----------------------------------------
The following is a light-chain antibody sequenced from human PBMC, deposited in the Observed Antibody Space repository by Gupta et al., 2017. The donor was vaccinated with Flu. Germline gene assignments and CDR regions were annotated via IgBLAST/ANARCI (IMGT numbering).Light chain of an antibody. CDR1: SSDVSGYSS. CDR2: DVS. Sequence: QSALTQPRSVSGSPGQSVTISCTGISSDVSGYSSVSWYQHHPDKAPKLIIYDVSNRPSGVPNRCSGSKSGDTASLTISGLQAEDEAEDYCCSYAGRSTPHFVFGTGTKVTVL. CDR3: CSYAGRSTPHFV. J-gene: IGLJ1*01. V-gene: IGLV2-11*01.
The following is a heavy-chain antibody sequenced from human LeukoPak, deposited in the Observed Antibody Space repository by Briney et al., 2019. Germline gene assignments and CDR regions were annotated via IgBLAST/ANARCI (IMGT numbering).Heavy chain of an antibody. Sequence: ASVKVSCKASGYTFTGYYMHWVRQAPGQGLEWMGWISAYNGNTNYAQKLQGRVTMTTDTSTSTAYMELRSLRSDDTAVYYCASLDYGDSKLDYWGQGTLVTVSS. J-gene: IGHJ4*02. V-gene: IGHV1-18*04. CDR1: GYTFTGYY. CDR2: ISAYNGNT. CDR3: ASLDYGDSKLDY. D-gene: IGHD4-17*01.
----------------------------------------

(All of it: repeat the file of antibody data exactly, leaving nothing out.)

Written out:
The following is a light-chain antibody sequenced from human PBMC, deposited in the Observed Antibody Space repository by Gupta et al., 2017. The donor was vaccinated with Flu. Germline gene assignments and CDR regions were annotated via IgBLAST/ANARCI (IMGT numbering).Light chain of an antibody. CDR1: SSDVSGYSS. CDR2: DVS. Sequence: QSALTQPRSVSGSPGQSVTISCTGISSDVSGYSSVSWYQHHPDKAPKLIIYDVSNRPSGVPNRCSGSKSGDTASLTISGLQAEDEAEDYCCSYAGRSTPHFVFGTGTKVTVL. CDR3: CSYAGRSTPHFV. J-gene: IGLJ1*01. V-gene: IGLV2-11*01.
The following is a heavy-chain antibody sequenced from human LeukoPak, deposited in the Observed Antibody Space repository by Briney et al., 2019. Germline gene assignments and CDR regions were annotated via IgBLAST/ANARCI (IMGT numbering).Heavy chain of an antibody. Sequence: ASVKVSCKASGYTFTGYYMHWVRQAPGQGLEWMGWISAYNGNTNYAQKLQGRVTMTTDTSTSTAYMELRSLRSDDTAVYYCASLDYGDSKLDYWGQGTLVTVSS. J-gene: IGHJ4*02. V-gene: IGHV1-18*04. CDR1: GYTFTGYY. CDR2: ISAYNGNT. CDR3: ASLDYGDSKLDY. D-gene: IGHD4-17*01.